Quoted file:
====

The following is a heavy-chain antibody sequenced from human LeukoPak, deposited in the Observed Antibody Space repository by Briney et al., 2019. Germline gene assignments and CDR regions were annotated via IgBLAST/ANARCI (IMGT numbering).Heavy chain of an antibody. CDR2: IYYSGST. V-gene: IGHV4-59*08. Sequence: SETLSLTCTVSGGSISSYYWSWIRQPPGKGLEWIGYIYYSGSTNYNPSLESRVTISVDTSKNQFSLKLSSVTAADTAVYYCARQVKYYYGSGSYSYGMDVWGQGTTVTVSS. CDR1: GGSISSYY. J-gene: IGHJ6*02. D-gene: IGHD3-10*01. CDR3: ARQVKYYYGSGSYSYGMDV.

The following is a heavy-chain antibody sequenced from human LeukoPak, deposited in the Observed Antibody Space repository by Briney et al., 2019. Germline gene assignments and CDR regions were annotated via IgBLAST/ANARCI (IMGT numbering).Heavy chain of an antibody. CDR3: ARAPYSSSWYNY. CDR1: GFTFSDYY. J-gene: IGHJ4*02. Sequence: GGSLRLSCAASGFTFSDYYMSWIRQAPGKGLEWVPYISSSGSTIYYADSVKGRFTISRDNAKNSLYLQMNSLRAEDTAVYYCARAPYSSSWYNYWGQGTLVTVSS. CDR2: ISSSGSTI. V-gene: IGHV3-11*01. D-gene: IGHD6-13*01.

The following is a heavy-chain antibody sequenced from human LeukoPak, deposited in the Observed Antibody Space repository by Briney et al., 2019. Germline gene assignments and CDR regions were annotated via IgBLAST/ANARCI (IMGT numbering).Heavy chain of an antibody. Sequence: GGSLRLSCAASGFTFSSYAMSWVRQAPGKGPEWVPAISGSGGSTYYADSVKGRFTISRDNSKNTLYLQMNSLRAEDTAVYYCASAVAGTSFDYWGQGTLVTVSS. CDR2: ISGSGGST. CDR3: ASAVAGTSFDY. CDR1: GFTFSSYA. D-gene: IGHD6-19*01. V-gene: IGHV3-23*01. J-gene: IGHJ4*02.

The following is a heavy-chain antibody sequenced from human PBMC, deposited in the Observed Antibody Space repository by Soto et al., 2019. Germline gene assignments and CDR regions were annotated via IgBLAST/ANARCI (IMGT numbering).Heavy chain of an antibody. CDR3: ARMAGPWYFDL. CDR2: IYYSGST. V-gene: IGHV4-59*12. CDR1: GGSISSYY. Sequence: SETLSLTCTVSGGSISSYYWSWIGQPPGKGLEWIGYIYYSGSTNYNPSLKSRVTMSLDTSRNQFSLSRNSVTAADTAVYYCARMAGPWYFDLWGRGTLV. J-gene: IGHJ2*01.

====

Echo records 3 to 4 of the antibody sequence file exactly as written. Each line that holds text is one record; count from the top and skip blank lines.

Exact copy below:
The following is a heavy-chain antibody sequenced from human LeukoPak, deposited in the Observed Antibody Space repository by Briney et al., 2019. Germline gene assignments and CDR regions were annotated via IgBLAST/ANARCI (IMGT numbering).Heavy chain of an antibody. Sequence: GGSLRLSCAASGFTFSSYAMSWVRQAPGKGPEWVPAISGSGGSTYYADSVKGRFTISRDNSKNTLYLQMNSLRAEDTAVYYCASAVAGTSFDYWGQGTLVTVSS. CDR2: ISGSGGST. CDR3: ASAVAGTSFDY. CDR1: GFTFSSYA. D-gene: IGHD6-19*01. V-gene: IGHV3-23*01. J-gene: IGHJ4*02.

The following is a heavy-chain antibody sequenced from human PBMC, deposited in the Observed Antibody Space repository by Soto et al., 2019. Germline gene assignments and CDR regions were annotated via IgBLAST/ANARCI (IMGT numbering).Heavy chain of an antibody. CDR3: ARMAGPWYFDL. CDR2: IYYSGST. V-gene: IGHV4-59*12. CDR1: GGSISSYY. Sequence: SETLSLTCTVSGGSISSYYWSWIGQPPGKGLEWIGYIYYSGSTNYNPSLKSRVTMSLDTSRNQFSLSRNSVTAADTAVYYCARMAGPWYFDLWGRGTLV. J-gene: IGHJ2*01.